Grumpy about my daughter (Good lord, she’s ten)

I don’t understand how ten years have passed since Jesse was born. I’ve looked at photos. I’ve aged at least 20 years in that time. Maybe it’s because I’ve lost so much sleep; maybe I’ve been awake during the gone decade as much as normal people are awake in 20 years.

Motherhood has been a challenging, emotionally exhausting journey with Jesse, a climb made tougher by our mutual self-loathing and cynicism, her developmental quirks and tics. Some days it feels hopeless, what with the keening and whining issuing from both our mouths. I wonder sometimes if she’ll ever be happy. 

Jesse struggled through her green belt testing for tae kwon do last night; it was preceded by hours of extreme performance anxiety, expressed in pretty extreme  ways. Anthony reported that after Jesse messed up some moves a little during testing, she started crying. She kept crying, and she kept going. So I was proud. But I wish she could have had more fun, like most other kids, and felt more pride.

When this tae kwon do studio gives a child their new belt, the instructor always asks: now that you’re a higher belt, what do you plan to change and improve in yourself? I asked Jesse to consider this answer for when she receives her green belt and has to announce to the class what she wants to change: “cry less, have more fun, and take things less seriously.” She looked at me sidelong with a  contemplative green eye and said nothing.

On Jesse’s birthday, after she and Nick went to sleep, I pulled out the external hard drive and rummaged through a decade of photographs. They tell a different story of Jesse than I tend to remember, one filled less with sadness and more with joy. Maybe I’m the one who needs to cry less, have more fun, and take things less seriously. (I’m looking at myself sidelong right now, with a contemplative brown eye.) Maybe all the unhappiness Jesse experiences is just on the surface. Maybe under it is something deeper and stronger than the bitter pills of Jesse’s anxiety and miserable self-esteem, something more abiding.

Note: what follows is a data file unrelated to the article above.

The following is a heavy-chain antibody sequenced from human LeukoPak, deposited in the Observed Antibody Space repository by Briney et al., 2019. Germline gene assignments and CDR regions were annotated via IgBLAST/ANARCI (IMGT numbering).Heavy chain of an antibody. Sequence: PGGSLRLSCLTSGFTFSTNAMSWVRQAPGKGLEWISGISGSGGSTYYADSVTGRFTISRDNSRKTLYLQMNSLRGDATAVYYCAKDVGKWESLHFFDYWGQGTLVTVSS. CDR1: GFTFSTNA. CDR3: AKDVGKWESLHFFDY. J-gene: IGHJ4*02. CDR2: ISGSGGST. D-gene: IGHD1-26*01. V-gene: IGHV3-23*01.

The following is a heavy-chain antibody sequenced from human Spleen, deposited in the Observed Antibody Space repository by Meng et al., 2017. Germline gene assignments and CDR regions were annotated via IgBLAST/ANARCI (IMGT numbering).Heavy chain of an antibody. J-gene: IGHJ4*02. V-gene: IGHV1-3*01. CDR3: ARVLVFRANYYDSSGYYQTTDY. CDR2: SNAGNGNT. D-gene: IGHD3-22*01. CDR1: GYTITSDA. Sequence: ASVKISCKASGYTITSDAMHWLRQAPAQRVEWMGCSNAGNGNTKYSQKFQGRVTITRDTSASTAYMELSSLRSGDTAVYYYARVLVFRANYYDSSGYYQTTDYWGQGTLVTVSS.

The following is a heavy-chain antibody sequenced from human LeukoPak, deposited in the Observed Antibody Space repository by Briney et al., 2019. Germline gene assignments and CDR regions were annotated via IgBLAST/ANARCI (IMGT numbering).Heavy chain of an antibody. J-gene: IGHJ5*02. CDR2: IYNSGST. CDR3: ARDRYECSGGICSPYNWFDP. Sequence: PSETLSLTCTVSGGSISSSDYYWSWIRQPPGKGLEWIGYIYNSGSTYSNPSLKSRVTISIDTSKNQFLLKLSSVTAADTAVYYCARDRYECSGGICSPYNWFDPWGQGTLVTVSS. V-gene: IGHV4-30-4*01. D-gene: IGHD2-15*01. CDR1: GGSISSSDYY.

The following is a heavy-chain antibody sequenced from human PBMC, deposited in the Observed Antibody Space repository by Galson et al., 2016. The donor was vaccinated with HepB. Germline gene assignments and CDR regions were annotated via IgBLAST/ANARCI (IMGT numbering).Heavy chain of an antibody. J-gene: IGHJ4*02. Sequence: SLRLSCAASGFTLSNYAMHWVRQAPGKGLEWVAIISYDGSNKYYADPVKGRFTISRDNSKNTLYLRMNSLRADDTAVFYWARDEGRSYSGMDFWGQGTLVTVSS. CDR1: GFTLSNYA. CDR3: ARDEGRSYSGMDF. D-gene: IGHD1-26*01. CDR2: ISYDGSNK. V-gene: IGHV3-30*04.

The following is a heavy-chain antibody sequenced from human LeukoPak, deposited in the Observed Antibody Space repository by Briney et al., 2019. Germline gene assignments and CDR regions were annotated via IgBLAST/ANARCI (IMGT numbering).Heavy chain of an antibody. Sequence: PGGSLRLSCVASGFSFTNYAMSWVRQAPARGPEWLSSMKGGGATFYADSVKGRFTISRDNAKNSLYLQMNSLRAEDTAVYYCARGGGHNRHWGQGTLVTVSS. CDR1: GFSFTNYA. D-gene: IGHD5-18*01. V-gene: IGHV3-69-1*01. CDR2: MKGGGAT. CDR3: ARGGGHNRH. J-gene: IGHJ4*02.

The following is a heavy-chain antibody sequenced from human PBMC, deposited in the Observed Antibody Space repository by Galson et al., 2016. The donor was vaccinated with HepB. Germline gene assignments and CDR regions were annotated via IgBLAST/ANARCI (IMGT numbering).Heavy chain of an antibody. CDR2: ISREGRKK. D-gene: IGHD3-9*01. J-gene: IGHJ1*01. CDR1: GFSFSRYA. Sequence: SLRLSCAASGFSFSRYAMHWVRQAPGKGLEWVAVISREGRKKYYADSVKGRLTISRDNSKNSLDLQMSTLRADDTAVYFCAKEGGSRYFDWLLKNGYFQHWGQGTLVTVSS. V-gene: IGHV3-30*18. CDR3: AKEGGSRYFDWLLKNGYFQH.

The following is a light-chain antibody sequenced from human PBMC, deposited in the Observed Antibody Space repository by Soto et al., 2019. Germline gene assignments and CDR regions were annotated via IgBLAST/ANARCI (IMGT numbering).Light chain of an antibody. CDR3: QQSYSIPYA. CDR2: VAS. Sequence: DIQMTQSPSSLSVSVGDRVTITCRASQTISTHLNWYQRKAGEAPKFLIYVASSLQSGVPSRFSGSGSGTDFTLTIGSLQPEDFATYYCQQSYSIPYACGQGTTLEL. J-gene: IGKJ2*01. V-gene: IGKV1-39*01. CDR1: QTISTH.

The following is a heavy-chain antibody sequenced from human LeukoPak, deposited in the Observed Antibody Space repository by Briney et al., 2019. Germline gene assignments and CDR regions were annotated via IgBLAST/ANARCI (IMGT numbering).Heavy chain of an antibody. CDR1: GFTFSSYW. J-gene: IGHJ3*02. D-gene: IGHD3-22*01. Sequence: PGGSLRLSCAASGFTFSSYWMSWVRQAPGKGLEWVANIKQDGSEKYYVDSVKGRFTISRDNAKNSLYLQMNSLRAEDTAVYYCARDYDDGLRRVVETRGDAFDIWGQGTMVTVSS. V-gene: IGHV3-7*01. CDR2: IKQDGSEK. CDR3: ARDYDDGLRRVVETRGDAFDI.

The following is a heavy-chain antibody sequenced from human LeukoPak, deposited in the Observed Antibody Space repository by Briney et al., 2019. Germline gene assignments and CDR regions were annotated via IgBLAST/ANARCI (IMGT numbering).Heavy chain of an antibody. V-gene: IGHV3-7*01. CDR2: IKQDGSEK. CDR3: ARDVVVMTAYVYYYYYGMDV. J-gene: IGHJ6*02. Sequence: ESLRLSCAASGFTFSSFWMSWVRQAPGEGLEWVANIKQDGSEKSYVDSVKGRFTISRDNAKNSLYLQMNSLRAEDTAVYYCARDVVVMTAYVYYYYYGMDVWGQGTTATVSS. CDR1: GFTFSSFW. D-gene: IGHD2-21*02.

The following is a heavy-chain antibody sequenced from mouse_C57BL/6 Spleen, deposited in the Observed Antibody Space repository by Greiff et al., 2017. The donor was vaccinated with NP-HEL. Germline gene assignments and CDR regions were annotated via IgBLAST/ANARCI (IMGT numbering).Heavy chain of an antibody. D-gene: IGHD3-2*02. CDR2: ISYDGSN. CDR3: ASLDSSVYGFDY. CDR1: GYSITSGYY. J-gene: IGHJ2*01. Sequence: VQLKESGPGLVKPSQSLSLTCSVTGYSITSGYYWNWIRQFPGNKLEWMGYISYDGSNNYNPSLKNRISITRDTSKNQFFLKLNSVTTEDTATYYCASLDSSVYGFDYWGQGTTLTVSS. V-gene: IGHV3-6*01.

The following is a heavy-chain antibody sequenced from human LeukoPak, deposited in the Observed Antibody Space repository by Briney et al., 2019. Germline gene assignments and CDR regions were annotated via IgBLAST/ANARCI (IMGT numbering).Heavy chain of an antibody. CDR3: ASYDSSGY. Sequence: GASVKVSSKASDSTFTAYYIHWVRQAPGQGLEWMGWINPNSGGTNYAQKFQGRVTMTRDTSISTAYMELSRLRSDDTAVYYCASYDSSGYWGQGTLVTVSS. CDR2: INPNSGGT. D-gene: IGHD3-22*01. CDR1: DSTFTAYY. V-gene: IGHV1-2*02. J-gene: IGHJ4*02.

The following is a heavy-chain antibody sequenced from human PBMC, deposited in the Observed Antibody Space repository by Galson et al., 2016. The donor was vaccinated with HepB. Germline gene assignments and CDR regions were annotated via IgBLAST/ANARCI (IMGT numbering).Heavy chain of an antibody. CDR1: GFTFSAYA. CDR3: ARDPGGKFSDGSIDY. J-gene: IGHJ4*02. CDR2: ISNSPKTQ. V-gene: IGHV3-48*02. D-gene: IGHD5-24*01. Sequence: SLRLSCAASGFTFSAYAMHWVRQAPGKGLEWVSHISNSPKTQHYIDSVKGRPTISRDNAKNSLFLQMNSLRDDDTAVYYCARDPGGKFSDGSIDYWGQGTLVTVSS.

Jesse was born just 5 pounds and 14 ounces, a diminutive doll with porcelain skin, eyes of violet and a passionate temperament that could move her from raw rage to uncontrolled glee in a blink of her enormous puddly eyes.

one hour into life

one hour into life

Dang, she was a cute wee thing.

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Her eyes eventually turned to green

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but not much else has changed.

The photos I looked at showed me a little girl with an abiding love of the outdoors.

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A little girl with loving and connected relationships with her parents.

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A little girl who’s sweet on her baby brother.

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A little girl who’s not afraid of a little magic.

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A little girl comfortable with silliness and individuality.

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A little girl made of strength and sass.

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A little girl who experiences stress, to be sure.

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But who also has courage enough to take risks and partake of triumphs.

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A little girl who knows how to revel in simple happiness.

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And in recent pictures, I can see shadows of the woman she’ll someday be.

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I love so much about Jesse. She has courage without boundaries, and I know this because she soldiers on despite her endless parade of fears and anxieties. She’s passionately altruistic, generous, introspective, intuitive, critical. She has an artist’s eye and soul. She sees what’s beautiful as readily as she sees what’s ugly. She strives. It’s practically trite to say that I’m blessed to have her as my daughter, that she embodies so many qualities that I cherish.

But I can also say this. Even if Jesse was a coward, selfish, shallow, emotionally blind, vapid, unkind, lazy, ugly — even if she was all those things, I would still love her. Because I’m her mother. And that’s good enough for me in this life.

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